The unemployment rate and the GDP growth are a little bit harder but to be as far out as Hague was is ridiculous. He gave 0.25% when it is 2.9%. That is letting his political bias blind him.
    Shaw’s estimate of 5% is the only one of their guesses that is even remotely acceptable from an MP who hopes to lead the third biggest party in Parliament. I’ll bet Norman was holding his head while he cried at their stupidity.

    • Hayden 13.1

      Would you also think the PM (in his third term, as it happens) would know the rate of GST? And how to apply it (at least roughly)?

      • alwyn 13.1.1

        I’m sure he knows the rate. He simply made an error in a simple calculation. His error is just like the one Meteria made in Parliament, except that she made the mistake by missing out some words in the question she was asking. Key made fun of her there at the time, just as people here, and probably in Parliament, will make fun of him about the GST.
        The Green Party candidates were given plenty of time for their answers and Hughes was even offered a second chance. They simply didn’t know. It wasn’t that they made a simple slip.

        • Murray Rawshark 13.1.1.1

          They simply didn’t know. It wasn’t that they lied and obfuscated like FJK does with every question he’s asked. FIFY.

          • alwyn 13.1.1.1.1

            If it was simply a case of “They didn’t know” they should say that and then shut up. Only Hague came even close to that but then he gave a wildly silly figure that merely illustrated his political prejudice. The rest merely illustrated the truth of that old saw that “It is better to remain silent and be thought a fool than to speak out and remove all doubt”.

            Hughes of course confidently gave a silly number. I thought he was equally funny a minute or so later when he happily spouted some rubbish about the Reserve Banks available “Macro-Prudential” tools. I wonder in which comic he had read that bit of jargon? It is a shame he clearly doesn’t know what he is talking about.

            • Murray Rawshark 13.1.1.1.1.1

              The big difference is that they accepted they didn’t know. Key would have bullshitted and said that the published figures were not the actual ones, or that Treasury worked them out differently, or something equally ludicrous. Then he would have told us how comfortable he was and said that ordary Nuzildas didn’t worry about whether he told the truth or not. In your case, he’d be right.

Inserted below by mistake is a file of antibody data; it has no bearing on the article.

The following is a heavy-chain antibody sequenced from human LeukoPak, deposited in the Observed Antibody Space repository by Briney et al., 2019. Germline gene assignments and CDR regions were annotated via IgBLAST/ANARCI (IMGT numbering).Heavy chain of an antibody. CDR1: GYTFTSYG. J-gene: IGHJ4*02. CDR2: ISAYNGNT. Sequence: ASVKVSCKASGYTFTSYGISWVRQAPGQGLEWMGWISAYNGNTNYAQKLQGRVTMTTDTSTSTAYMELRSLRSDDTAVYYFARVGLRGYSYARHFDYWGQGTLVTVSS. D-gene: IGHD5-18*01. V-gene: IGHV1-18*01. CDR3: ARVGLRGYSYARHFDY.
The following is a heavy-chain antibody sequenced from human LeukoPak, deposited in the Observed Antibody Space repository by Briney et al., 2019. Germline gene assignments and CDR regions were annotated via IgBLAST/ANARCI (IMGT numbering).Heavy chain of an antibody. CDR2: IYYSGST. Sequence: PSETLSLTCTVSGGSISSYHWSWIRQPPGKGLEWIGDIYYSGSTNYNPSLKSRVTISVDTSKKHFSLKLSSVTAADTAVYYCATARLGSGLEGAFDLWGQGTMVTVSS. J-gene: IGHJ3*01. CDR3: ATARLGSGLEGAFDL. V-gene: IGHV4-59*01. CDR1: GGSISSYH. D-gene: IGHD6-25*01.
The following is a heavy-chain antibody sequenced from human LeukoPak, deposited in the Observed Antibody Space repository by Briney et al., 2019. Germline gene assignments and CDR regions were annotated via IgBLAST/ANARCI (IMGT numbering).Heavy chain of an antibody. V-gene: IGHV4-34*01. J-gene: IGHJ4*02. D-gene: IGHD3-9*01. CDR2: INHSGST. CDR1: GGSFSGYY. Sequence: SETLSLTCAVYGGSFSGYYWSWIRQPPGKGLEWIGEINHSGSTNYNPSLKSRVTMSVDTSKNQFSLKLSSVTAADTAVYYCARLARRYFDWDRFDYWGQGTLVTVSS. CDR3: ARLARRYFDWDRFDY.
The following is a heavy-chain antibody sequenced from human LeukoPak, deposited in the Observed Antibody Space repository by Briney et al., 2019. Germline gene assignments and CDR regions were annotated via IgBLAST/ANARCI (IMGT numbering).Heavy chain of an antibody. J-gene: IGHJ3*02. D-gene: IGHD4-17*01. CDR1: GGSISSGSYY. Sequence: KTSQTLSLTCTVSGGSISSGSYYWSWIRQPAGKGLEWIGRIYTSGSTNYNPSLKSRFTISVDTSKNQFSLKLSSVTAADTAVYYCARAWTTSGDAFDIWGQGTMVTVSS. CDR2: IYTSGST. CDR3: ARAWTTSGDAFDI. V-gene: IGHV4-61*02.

14. David H 14

    But don’t forget that Billy boy still hasn’t got to his much Vaunted surplus yet, so they need all of the Grab Snatch & Take they can get.

    And now the price of Milk Solids has dropped approx 10%. So there’s another dent in Billy boy’s books.

  15. Kevin Welsh 15

    At least we now know that when asked for his ‘2 cents worth’ on any topic, he knows SFA.

  16. infused 16

    Well you all stuck up for Metiria when she fucked up her calculations, so what’s the problem?

    • weka 16.1

      Do you,

      1. really believe that Turei thinks 90% of NZ children don’t have lunch at school?

      or

      2. think your misleading slur has any meaning here?

      Either way, you’re an idiot.

      • infused 16.1.1

        Well obviously she did. She read it out.

        Do you think I give a shit about your insult? Try harder idiot.

        • weka 16.1.1.1

          No, she didn’t. Why are you lying? And why do you believe that Turei thinks 90% of NZ children don’t have lunch at school? That’s just stupid.

          I have no idea whether you give a shit about being insulted, but let’s see how long you put up with having your stupidity laid out for people to see.

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  • Taita College to benefit from $32 million school redevelopment
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  • Redeployment for workers in hard-hit regions
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  • New District Court Judge appointed
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  • $206 million investment in upgrades at Ohakea Air Force Base
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  • Review of CAA organisational culture released
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  • New Board appointed at Stats NZ
    Ensuring that Stats NZ’s direction and strategy best supports government policy decisions will be a key focus for a new Governance Advisory Board announced today by the Minister for Statistics, James Shaw. The new Governance Advisory Board will provide strategic advice to Stats NZ to ensure it is meeting New ...
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  • New Principal Environment Judge
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  • Digital connectivity boost for urban marae
    A programme to connect marae around the country to the internet has received $1.4 million to expand to include urban marae in Auckland, Wellington and Christchurch, Broadcasting, Communications and Digital Media Minister Kris Faafoi and Regional Economic Development Minister Shane Jones announced today. The funding for the Marae Connectivity Programme ...